No cabe ninguna duda en mi cabeza de que los Jones han cometido errores a lo largo de los años, el más evidente siendo la resistencia de dejar ir a Jason Garrett. Pero a pesar de esto, la administración ha tomado excelentes decisiones y ha realizado el draft muy bien. En ese aspecto en específico, les aplaudo.
Sack Numbers Don’t Tell DeMarcus Lawrence’s 2018 Story
Coming off of a career year in 2017, many fans expected DeMarcus Lawrence to continue his ridiculous sack production this season. After all, he is once again in a "contract year" due to the franchise tag, and fans are hoping the Cowboys can secure him longterm this offseason.
Through the first four games of 2018, Lawrence looked as ridiculous and unstoppable as ever. He had 5.5 sacks, tied for the league lead, and was dictating the pass protection schemes of every offense the Cowboys were facing.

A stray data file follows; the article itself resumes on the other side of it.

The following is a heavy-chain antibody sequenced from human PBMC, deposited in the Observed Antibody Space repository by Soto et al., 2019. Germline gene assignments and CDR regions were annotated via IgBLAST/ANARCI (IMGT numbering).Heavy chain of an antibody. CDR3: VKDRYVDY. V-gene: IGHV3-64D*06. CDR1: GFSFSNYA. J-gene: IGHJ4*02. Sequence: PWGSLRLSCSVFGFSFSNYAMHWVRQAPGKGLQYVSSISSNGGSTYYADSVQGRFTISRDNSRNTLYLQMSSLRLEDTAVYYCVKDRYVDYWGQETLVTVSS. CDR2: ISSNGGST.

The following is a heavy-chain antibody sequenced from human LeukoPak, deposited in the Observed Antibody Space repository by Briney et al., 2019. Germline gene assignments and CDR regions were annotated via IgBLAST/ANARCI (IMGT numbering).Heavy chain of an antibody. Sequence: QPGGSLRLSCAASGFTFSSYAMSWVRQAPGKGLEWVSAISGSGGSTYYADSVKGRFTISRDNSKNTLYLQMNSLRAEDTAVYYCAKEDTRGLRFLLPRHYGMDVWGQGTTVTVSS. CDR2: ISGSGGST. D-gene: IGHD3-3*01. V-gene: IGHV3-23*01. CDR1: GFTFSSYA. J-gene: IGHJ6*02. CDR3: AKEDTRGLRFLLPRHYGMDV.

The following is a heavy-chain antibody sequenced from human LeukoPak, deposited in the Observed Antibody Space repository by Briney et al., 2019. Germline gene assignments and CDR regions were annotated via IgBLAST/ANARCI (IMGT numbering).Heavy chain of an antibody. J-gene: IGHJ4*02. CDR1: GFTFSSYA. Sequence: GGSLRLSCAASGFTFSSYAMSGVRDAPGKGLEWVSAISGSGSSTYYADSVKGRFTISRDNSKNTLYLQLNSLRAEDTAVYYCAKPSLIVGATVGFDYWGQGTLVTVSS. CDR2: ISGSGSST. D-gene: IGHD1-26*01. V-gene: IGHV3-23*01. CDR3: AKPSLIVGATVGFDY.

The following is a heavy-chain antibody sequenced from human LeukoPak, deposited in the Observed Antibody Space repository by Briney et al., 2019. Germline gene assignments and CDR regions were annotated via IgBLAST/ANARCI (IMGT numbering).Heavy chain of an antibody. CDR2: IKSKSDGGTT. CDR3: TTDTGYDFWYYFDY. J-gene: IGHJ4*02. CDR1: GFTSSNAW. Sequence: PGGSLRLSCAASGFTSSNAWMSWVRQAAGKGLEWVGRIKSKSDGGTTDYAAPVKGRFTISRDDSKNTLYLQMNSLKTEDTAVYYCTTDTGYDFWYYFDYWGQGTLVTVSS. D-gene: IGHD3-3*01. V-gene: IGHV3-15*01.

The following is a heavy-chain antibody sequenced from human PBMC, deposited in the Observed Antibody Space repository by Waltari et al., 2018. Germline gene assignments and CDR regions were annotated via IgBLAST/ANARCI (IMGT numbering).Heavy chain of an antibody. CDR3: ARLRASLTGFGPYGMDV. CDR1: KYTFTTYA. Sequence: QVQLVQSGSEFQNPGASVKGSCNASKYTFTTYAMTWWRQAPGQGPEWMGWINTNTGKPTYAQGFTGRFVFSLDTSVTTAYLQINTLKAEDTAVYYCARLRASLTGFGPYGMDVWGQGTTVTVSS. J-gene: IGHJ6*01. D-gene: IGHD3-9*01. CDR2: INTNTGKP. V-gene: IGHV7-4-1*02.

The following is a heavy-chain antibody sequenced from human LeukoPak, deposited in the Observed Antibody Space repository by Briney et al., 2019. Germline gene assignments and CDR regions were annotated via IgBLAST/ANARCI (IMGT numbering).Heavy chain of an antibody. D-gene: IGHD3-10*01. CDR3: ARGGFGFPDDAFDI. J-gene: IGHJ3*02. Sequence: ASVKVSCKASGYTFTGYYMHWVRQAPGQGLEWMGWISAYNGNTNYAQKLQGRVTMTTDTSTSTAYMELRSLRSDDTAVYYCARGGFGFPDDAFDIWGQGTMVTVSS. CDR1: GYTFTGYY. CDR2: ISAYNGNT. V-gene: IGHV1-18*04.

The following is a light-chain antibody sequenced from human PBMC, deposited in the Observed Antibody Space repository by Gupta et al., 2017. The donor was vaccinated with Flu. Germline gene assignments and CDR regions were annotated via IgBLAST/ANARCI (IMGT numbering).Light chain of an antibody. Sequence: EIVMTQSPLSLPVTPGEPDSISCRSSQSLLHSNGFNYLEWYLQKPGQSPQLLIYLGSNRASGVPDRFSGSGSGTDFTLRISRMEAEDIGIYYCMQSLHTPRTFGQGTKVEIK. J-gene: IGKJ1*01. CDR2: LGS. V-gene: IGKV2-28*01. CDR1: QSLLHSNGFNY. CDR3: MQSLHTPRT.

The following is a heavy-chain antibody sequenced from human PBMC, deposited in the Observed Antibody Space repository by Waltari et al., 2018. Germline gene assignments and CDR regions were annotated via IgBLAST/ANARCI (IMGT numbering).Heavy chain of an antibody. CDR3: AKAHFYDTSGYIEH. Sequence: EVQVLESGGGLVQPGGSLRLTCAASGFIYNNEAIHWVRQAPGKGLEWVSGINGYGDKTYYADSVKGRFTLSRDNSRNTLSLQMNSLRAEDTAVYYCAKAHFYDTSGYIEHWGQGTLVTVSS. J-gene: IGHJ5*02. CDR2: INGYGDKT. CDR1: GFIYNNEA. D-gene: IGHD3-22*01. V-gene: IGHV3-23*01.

Since that hot start, though, DeMarcus Lawrence has recorded just 1 sack, falling behind some of the league leaders he was once ahead of. This has some people scratching their heads and wondering if Lawrence's career year in 2017 was just that, a career year. One which he will never replicate again, and one which the Cowboys should factor out when talking contract extensions.
Here's why those people are wrong.
Let's first talk about what makes DeMarcus Lawrence so good, and then we'll get into the full context of the Cowboys defense and how that explains some of the drop in sacks.